If you’re feeling suicidal, it can be difficult to know what to do or how to cope with your thoughts and your feelings. You may be feeling very depressed, anxious, powerless, or unwanted. Or you could just be feeling really bad but not know what those bad feelings are. If you’re dealing with suicidal thoughts and are concerned about your well-being and safety, you are not alone. Not only are there others who have had similar feelings and thoughts as you, but there are also many people who can and want to help you.
Tell someone. Contact a trusted friend, family member, mentor or school employee who you can discuss options with. It’s very important to reach out to someone you trust. Sit down with them and open up to them. Entertain the idea that there could be other options that you haven’t considered yet. This could be something like sitting with someone and writing out ways you can work through it. In talking with someone, they may be able to provide suggestions on how to manage your feelings or guide you to those who can help you better than they . If you don’t have anyone you feel comfortable opening up to, reach out online, as there are many people who want to help. You can chat online with the National Suicide Prevention Lifeline, Suicide Stop or TEEN LINE. There are also people, like us here at Free2Luv, who can provide support as well. We’re always here for you!
Call the national suicide hotline to talk to someone who will be able to get you immediate help. Calling the hotline is completely anonymous, and there are always people there who want to help. The phone lines are answered by trained professionals available 24/7; the call is free and confidential. The National Suicide Prevention Lifeline’s number is 1-800-273-8255.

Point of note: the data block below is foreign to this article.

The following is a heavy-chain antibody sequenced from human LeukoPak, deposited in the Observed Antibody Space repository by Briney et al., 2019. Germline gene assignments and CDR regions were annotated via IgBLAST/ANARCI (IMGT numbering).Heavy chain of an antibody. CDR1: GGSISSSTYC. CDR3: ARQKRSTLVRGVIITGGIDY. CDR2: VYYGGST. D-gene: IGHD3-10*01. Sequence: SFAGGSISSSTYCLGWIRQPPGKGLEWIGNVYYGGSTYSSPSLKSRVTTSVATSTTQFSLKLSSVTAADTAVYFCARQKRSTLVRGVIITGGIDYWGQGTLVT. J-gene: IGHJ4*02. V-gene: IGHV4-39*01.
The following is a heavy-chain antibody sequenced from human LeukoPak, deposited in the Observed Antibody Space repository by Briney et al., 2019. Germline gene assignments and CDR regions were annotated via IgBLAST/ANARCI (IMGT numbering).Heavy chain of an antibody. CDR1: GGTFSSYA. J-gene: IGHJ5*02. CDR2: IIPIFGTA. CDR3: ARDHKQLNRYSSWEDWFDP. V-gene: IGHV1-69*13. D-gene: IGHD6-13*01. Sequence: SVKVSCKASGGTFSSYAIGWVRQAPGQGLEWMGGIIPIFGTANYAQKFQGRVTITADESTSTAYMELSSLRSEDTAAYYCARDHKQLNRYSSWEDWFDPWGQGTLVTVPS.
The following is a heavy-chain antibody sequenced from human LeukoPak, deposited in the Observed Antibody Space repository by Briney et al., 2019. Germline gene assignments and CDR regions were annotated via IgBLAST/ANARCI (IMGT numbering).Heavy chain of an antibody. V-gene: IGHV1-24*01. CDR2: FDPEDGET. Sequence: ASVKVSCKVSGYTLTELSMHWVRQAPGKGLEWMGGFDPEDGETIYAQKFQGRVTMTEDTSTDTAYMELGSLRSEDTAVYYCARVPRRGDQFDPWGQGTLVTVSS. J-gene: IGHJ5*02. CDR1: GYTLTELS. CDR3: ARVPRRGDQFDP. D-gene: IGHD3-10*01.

What can you do to help yourself feel better?
If you’re feeling emotional pain, it can be difficult to believe that you’ll ever feel better. Please know that along with support from family, friends, and others in your life, there are some coping mechanisms to help you get through each day. Take each moment one at a time, and keep in mind that your moods and feelings have changed before, so change can and will happen again.
Here are ways you can support yourself:
“That is the depression talking, not me.”
“I will get through this.”
“I don’t really want to die. I just want the pain to end.”
“My suicidal thoughts are not rational.”
“Suicidal thoughts are a symptom, not a solution.”
The hopelessness that comes with feeling suicidal is only as powerful as the amount of energy you give those thoughts. There is an old Native American proverb about 2 wolves – one evil and one good – and whichever one you feed, wins. The ideology behind the proverb can be applied to thoughts of suicide and to thoughts of living. One wolf represents life and the other represents suicide; which one wins? The one you feed into. Coping statements can help you feed the right one. The main point behind coping statements is to not give up and to feed the right wolf.